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PostIcon Posted on: Jul. 02 2001,3:18 Skip to the previous post in this topic. Skip to the next post in this topic. Ignore posts   QUOTE

Farther down in the JMH article I find this:

"Throughout 1941 Colonel King prepared his department to meet the needs of a crisis following the outbreak of war.  Besides pushing forward the hospital extension program, by November 1941 he had established twenty civilian aid stations complete with the necessary trained personnel and supplies.  Thus one month before the Pearl Harbor attack the stockpiling of medical accoutrements and the state of readiness of Hawaii's ambulance service had also reached a point where supplies and ambulances to a large extent could cope with such a calamity...."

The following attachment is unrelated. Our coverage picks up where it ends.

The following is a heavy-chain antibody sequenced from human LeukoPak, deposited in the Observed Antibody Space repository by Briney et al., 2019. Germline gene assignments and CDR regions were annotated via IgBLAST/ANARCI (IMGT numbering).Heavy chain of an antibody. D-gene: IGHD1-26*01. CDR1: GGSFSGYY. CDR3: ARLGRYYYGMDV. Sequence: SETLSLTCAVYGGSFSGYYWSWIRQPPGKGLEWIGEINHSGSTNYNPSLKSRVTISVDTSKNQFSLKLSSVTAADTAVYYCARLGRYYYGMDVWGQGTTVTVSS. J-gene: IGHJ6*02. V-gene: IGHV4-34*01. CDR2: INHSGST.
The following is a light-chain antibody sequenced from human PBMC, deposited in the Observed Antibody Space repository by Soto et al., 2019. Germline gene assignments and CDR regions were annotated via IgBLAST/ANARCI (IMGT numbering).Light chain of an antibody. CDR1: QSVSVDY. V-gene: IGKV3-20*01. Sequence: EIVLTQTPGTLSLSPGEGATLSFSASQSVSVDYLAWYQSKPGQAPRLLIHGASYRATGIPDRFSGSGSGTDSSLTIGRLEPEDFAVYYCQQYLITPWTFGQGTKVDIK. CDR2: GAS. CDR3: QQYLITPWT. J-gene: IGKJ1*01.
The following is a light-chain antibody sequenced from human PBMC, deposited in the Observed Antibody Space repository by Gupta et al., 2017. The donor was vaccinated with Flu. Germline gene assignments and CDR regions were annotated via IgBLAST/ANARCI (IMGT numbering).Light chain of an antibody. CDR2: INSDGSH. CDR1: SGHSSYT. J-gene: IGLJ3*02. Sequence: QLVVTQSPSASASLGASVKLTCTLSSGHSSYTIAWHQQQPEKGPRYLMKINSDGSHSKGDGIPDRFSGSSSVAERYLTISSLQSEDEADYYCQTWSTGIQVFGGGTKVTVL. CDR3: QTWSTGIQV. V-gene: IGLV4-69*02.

It also states:

"Medical supply underwent a similar mobilization... Civilians aided in the buildup.  By December the military medical depots had collected over fifty-eight thousand surgical dressings made by the Hawaiian Chapter of the American Red Cross.  Civilian medical depots, at King's request, increased their own stocks of medical supplies, adding to the island's overall preparedness."

David, it is this article that states Dr. Moorhead was lecturing on "burns".  The Hawaiian Medical Journal says he was lecturing on "war injuries".   His article states he was "to give a course of lectures on 'Traumatic Surgery'."  

These myths all fall apart when you get the full information.  

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PostIcon Posted on: Jul. 22 2001,9:57 Skip to the previous post in this topic.  Ignore posts   QUOTE

Additional information on the medical buildup at Hawaii can be seen at Naval Historical Center FAQs.

The important part of the article as it relates to this topic is: